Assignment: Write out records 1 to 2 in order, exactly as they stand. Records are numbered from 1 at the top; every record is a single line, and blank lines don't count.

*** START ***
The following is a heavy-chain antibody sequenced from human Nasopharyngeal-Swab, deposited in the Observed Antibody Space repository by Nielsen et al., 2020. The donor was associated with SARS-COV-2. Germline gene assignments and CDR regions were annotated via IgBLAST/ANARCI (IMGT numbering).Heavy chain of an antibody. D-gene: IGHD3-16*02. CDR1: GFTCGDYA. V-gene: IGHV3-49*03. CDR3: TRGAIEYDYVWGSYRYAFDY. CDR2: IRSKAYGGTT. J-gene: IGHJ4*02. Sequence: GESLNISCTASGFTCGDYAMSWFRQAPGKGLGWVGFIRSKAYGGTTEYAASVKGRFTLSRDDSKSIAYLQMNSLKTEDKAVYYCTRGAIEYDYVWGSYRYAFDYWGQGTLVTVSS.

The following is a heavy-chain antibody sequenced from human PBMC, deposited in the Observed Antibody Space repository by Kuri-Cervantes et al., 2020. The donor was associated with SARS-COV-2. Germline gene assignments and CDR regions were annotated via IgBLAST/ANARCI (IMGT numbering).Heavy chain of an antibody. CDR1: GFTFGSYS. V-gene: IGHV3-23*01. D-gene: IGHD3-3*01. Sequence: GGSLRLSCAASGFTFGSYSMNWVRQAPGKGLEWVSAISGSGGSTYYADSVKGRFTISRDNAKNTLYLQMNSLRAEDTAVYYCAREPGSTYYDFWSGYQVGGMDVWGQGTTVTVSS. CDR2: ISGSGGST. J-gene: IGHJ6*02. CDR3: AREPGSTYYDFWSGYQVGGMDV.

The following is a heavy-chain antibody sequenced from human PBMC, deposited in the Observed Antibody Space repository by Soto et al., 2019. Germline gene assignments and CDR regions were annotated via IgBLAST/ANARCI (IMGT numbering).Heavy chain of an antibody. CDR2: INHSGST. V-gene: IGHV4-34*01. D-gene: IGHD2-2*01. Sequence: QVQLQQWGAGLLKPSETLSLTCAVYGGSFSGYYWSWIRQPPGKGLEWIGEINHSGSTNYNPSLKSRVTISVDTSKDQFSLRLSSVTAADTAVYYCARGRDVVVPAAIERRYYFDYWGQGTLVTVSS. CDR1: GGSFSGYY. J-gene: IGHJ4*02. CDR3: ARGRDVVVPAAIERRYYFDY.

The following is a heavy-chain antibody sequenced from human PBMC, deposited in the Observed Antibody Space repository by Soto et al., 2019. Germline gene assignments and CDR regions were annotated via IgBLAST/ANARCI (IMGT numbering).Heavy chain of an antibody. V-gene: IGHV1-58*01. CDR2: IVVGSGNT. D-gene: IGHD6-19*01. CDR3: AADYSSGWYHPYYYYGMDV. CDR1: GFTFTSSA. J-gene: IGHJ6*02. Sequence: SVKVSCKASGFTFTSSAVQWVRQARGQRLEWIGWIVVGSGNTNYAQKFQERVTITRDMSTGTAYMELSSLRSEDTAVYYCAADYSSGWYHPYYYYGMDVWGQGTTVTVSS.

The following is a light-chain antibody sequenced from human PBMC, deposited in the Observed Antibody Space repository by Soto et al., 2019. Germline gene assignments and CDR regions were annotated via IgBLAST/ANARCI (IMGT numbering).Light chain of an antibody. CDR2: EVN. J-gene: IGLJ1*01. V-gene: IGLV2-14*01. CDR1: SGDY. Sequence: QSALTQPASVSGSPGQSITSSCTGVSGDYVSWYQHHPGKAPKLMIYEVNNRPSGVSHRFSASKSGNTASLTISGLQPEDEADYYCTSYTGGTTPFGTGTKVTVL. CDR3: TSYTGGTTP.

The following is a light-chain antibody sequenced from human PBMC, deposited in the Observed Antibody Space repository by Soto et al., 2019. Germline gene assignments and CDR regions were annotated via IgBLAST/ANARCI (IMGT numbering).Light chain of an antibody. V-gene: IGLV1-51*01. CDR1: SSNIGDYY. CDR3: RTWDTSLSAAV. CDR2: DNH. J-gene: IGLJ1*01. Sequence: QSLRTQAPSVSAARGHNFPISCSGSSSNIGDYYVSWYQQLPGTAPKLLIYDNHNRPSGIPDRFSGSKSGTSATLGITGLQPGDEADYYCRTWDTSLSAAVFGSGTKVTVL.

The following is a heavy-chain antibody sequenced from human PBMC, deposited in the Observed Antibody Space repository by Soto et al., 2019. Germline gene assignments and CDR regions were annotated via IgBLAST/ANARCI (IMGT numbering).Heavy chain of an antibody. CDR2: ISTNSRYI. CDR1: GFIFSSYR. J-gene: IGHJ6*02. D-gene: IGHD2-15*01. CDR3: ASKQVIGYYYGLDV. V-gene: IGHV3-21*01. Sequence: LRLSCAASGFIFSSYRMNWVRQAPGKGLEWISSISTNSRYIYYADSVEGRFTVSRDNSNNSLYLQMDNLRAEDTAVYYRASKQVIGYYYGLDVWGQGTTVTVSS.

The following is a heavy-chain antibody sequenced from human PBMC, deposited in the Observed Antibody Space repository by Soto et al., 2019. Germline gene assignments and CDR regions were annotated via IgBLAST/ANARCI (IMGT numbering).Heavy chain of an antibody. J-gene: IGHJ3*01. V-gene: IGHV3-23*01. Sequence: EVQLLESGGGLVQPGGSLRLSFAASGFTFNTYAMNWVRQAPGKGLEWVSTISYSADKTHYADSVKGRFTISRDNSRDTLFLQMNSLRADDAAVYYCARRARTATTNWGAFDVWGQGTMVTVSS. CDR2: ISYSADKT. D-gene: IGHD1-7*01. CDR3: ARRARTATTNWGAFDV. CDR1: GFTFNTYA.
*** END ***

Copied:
The following is a heavy-chain antibody sequenced from human Nasopharyngeal-Swab, deposited in the Observed Antibody Space repository by Nielsen et al., 2020. The donor was associated with SARS-COV-2. Germline gene assignments and CDR regions were annotated via IgBLAST/ANARCI (IMGT numbering).Heavy chain of an antibody. D-gene: IGHD3-16*02. CDR1: GFTCGDYA. V-gene: IGHV3-49*03. CDR3: TRGAIEYDYVWGSYRYAFDY. CDR2: IRSKAYGGTT. J-gene: IGHJ4*02. Sequence: GESLNISCTASGFTCGDYAMSWFRQAPGKGLGWVGFIRSKAYGGTTEYAASVKGRFTLSRDDSKSIAYLQMNSLKTEDKAVYYCTRGAIEYDYVWGSYRYAFDYWGQGTLVTVSS.

The following is a heavy-chain antibody sequenced from human PBMC, deposited in the Observed Antibody Space repository by Kuri-Cervantes et al., 2020. The donor was associated with SARS-COV-2. Germline gene assignments and CDR regions were annotated via IgBLAST/ANARCI (IMGT numbering).Heavy chain of an antibody. CDR1: GFTFGSYS. V-gene: IGHV3-23*01. D-gene: IGHD3-3*01. Sequence: GGSLRLSCAASGFTFGSYSMNWVRQAPGKGLEWVSAISGSGGSTYYADSVKGRFTISRDNAKNTLYLQMNSLRAEDTAVYYCAREPGSTYYDFWSGYQVGGMDVWGQGTTVTVSS. CDR2: ISGSGGST. J-gene: IGHJ6*02. CDR3: AREPGSTYYDFWSGYQVGGMDV.